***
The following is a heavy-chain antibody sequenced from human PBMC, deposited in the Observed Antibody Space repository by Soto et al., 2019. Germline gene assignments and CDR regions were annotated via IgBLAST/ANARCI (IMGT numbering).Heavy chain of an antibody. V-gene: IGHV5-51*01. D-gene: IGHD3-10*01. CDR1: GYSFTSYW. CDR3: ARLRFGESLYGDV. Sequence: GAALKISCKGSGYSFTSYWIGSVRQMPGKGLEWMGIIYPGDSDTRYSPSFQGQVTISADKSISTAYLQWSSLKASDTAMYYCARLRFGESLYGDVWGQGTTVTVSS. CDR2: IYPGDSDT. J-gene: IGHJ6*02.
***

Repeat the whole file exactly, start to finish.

The following is a heavy-chain antibody sequenced from human PBMC, deposited in the Observed Antibody Space repository by Soto et al., 2019. Germline gene assignments and CDR regions were annotated via IgBLAST/ANARCI (IMGT numbering).Heavy chain of an antibody. V-gene: IGHV5-51*01. D-gene: IGHD3-10*01. CDR1: GYSFTSYW. CDR3: ARLRFGESLYGDV. Sequence: GAALKISCKGSGYSFTSYWIGSVRQMPGKGLEWMGIIYPGDSDTRYSPSFQGQVTISADKSISTAYLQWSSLKASDTAMYYCARLRFGESLYGDVWGQGTTVTVSS. CDR2: IYPGDSDT. J-gene: IGHJ6*02.